Green Gold offers proof that it is possible to restore even the most damaged ecosystems to health, balance, and abundance—and that the Earth and biosphere, when allowed to self-organize and assisted with intelligence, will demonstrate an almost invincible creativity and capacity for restoration and regenesis. Through observation, patience, and a great amount of love for nature, cameraman and ecologist John D. Liu discovered a mechanism that can resurrect large-scale ecosystems from thousands of years of depletion and desertification.
In 1995, hired to film the Chinese Loess plateau southeast of the Gobi Desert, Liu witnessed how a local population turned a vast area of barren and eroded wasteland into a living oasis of fresh farmland.
Liu, born in Nashville, Tennessee, is the founder of a worldwide movement to regreen deserts and restore damaged ecosystems. He employs his video skills and ecological knowledge to educate policymakers and communities at both the national and local levels. Anthropogenic greenhouse gases are probably the least of harmful human effects on “the climate”; much more impactful factors are the destruction of biodiversity, the loss of vegetation by relentless agriculture, and the, sometimes, inappropriate animal grazing that can contribute to desertification.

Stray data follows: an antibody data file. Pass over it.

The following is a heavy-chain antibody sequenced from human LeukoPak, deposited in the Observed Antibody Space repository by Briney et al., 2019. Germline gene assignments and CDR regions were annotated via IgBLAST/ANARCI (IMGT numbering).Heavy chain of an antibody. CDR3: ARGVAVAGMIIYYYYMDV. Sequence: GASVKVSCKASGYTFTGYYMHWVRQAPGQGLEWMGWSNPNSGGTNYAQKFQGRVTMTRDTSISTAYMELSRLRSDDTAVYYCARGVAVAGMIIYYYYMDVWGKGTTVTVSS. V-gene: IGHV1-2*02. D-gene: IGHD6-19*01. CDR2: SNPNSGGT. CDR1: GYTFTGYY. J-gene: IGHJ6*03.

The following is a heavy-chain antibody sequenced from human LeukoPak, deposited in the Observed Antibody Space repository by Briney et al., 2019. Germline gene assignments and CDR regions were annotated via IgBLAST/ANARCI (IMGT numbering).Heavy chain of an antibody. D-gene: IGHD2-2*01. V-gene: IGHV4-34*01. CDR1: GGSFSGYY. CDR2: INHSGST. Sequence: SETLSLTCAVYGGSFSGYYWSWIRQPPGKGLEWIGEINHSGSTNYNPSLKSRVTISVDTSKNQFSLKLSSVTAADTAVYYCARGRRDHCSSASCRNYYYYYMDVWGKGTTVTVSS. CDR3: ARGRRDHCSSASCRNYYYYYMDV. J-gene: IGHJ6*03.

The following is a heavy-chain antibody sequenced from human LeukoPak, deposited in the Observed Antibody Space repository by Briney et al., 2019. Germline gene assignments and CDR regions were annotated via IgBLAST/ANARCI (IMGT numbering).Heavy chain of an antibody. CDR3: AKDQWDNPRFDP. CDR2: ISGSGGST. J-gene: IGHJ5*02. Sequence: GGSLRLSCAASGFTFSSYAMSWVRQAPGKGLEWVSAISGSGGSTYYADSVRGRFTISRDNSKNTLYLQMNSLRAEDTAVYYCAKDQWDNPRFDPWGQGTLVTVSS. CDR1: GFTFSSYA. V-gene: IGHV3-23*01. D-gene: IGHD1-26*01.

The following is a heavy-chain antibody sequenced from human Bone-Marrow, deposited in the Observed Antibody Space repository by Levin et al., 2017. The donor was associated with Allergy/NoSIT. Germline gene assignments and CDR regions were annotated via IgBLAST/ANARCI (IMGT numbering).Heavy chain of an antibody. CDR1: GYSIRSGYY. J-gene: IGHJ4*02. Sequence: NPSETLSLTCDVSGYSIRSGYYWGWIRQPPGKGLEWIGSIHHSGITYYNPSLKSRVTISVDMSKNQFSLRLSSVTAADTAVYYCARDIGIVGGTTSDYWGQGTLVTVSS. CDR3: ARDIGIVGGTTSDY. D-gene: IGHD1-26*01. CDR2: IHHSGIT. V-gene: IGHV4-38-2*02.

The film shows the simple steps of permaculture and ecosystem protections needed to achieve the almost miraculous restoration of damaged land.
The Environmental Education Media Project
John D. Liu Interview: “It is possible to rehabilitate large-scale damaged ecosystems”
John D. Liu on Wikipedia